4. Kenyan LGBTIQ Persons Are Not Asking for Any Special Treatment, Dr. Stellah Bosire (The Standard)

    2018 Fellow Dr. Stellah Bosire is the Co-Executive for UHAI – The East African Sexual Health and Rights Initiative, Africa’s first indigenous activist fund for and by sexual and gender minorities. She wrote a memorial piece in honor of a lesbian woman who was murdered in 2022. Dr. Bosire says, “the existence of unjust, archaic and colonial laws that criminalise same-sex relationships despite these sections being blatantly unconstitutional, fuels violence as it perpetuates negative public discourse and behaviours.”

  5. Counting Queers, Egerton Neto (Project Syndicate)

    Egerton Neto is a LGBTQ+ activist and a political scientist and DemTech program manager at the Oxford Internet Institute. Last year, Egerton wrote an article for Project Syndicate highlighting the importance of including queer people in the Brazilian census. Egerton wrote, “politicians must understand that any national census or survey that does not include the LGBTQ+ community will not accurately represent their citizenry. Another decade without data would mean another decade without adequate policies, perpetuating the historical injustices that have kept our community poor, vulnerable, and forgotten.”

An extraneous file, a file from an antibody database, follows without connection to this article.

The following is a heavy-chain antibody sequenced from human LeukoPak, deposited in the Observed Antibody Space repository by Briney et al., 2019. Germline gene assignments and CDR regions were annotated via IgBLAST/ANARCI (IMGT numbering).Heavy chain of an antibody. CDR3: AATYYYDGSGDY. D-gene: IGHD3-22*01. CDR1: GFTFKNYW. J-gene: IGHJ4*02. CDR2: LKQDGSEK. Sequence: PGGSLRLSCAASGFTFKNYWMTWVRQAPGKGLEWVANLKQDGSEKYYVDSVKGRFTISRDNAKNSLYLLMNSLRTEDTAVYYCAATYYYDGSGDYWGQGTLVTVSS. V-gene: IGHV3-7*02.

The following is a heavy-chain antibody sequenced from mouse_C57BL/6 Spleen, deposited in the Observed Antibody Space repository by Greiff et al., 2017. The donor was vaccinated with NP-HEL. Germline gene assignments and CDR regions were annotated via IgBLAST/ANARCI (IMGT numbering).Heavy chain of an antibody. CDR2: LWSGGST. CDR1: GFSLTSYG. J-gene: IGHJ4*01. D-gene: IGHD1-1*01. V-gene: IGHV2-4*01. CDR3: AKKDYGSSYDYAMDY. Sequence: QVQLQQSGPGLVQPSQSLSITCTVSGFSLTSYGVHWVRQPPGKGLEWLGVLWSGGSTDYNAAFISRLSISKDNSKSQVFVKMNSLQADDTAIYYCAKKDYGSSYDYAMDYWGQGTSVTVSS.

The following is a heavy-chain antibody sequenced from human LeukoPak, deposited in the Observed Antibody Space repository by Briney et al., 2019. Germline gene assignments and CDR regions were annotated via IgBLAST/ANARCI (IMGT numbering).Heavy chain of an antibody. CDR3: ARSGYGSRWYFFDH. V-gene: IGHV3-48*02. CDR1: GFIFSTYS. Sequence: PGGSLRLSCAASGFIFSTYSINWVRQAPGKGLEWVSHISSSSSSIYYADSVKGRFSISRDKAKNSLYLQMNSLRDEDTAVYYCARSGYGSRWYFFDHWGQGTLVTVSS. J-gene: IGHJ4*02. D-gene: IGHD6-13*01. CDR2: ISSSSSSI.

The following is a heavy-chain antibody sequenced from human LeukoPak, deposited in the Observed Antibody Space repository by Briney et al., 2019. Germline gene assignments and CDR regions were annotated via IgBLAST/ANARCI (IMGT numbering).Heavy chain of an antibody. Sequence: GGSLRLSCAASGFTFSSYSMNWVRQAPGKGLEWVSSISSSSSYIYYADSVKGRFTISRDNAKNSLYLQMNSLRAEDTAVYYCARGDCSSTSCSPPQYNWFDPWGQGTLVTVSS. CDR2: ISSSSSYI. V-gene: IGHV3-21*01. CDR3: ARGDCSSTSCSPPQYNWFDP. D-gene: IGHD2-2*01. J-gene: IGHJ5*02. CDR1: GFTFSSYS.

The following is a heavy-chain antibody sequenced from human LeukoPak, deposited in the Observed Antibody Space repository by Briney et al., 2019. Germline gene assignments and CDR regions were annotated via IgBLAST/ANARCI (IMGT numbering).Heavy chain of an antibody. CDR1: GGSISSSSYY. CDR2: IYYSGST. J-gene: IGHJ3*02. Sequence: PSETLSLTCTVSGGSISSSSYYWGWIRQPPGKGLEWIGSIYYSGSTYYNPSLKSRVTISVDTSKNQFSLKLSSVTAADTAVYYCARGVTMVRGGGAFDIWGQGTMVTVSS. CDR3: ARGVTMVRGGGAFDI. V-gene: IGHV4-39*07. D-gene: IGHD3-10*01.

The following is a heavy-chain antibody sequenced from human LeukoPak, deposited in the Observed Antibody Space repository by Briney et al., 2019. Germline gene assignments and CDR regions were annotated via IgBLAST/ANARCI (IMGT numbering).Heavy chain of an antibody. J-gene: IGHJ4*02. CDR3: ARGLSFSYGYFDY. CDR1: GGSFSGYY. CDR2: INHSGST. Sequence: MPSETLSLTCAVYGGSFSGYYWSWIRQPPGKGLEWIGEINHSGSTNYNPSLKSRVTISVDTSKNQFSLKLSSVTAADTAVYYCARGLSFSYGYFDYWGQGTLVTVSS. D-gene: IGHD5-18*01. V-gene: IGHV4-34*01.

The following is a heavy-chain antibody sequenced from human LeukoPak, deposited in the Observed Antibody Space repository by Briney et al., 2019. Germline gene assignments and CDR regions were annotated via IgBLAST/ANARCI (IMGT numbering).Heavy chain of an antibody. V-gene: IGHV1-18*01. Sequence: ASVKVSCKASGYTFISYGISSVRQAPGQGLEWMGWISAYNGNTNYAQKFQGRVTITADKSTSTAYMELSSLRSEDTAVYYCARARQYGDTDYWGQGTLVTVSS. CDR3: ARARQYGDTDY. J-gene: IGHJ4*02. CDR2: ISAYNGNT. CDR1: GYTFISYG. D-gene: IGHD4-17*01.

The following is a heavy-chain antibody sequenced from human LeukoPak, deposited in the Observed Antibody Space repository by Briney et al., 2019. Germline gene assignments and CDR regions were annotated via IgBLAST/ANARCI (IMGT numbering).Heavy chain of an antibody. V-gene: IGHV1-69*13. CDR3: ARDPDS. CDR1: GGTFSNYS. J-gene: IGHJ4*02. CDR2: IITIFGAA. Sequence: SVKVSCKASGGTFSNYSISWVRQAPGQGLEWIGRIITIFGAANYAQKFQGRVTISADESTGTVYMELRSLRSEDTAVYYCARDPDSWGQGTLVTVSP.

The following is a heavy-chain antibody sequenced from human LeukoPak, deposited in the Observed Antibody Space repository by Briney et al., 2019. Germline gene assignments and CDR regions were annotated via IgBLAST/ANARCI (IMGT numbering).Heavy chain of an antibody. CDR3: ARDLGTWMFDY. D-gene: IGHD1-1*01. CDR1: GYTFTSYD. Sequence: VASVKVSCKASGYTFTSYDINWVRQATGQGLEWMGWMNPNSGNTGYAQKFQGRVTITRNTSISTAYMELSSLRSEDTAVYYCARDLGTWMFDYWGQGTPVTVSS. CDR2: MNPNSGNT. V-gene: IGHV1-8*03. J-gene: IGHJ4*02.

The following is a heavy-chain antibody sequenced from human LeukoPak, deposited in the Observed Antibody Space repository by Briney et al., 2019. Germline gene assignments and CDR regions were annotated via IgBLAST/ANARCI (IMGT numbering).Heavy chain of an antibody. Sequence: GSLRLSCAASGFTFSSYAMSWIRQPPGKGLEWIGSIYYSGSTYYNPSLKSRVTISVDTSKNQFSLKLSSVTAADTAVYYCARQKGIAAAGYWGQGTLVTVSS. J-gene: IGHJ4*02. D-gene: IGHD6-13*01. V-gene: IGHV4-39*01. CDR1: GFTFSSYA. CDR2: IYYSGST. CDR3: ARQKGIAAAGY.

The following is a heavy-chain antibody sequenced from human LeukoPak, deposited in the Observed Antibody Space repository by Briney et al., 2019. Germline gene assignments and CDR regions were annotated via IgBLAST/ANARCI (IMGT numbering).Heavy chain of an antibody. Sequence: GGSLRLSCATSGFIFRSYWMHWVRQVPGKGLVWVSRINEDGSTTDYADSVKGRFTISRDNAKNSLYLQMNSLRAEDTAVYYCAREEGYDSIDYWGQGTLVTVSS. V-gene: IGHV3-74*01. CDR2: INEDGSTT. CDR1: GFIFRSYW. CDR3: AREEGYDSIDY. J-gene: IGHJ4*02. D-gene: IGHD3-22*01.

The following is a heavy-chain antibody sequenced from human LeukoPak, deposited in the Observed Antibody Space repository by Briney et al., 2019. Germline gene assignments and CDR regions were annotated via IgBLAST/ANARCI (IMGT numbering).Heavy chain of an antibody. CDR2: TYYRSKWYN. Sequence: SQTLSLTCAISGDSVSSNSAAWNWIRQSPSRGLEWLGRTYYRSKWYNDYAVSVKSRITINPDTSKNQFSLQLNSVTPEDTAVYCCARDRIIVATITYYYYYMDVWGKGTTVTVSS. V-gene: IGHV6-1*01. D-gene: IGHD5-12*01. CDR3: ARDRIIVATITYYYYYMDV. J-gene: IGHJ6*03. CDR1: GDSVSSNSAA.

6. 10 Amazing African LGBTQ+ Activists You Need to Know, Bisi Alimi (Global Citizen)

    2014 New Voices Fellow and LGBTQ+ activist, Bisi Alimi was recognized in a 2021 Global Citizen article as one of the top ten African LGBTQ+ activists.

  7. Advancing LGBTQ+ People in STEM Careers, Aspen Institute Science and Society

    Aaron Mertz and colleagues with the Aspen Institute Science and Society program released a report earlier this month to explore some of the barriers facing LGBTQ+ including in STEM around the world. The report includes action items that STEM organizations and institutions can take to protect the rights of LGBTQ+ people in STEM.

The Aspen Global Innovators New Voices Fellowship uses communications, advocacy and storytelling training to equip experts and advocates from countries in Africa, Asia and Latin America with skills to change public opinion and shift public policy.